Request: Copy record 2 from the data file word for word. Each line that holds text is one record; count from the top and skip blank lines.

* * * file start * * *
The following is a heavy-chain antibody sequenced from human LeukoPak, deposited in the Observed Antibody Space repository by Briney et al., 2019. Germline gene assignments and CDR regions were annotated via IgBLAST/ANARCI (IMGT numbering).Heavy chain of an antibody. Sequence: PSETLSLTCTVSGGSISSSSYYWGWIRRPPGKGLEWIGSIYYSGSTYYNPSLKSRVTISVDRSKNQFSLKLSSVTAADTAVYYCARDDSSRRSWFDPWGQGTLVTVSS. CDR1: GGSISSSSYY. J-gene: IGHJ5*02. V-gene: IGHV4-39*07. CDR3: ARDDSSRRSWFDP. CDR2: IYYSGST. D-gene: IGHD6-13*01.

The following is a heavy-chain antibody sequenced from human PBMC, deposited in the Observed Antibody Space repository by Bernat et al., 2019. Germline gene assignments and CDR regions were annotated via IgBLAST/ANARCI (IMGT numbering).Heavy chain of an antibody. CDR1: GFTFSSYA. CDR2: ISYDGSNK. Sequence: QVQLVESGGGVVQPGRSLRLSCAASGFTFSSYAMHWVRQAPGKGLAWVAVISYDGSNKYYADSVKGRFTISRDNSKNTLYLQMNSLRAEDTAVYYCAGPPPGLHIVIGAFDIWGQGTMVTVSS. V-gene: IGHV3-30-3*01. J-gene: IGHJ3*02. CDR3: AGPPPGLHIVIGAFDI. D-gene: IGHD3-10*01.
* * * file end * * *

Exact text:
The following is a heavy-chain antibody sequenced from human PBMC, deposited in the Observed Antibody Space repository by Bernat et al., 2019. Germline gene assignments and CDR regions were annotated via IgBLAST/ANARCI (IMGT numbering).Heavy chain of an antibody. CDR1: GFTFSSYA. CDR2: ISYDGSNK. Sequence: QVQLVESGGGVVQPGRSLRLSCAASGFTFSSYAMHWVRQAPGKGLAWVAVISYDGSNKYYADSVKGRFTISRDNSKNTLYLQMNSLRAEDTAVYYCAGPPPGLHIVIGAFDIWGQGTMVTVSS. V-gene: IGHV3-30-3*01. J-gene: IGHJ3*02. CDR3: AGPPPGLHIVIGAFDI. D-gene: IGHD3-10*01.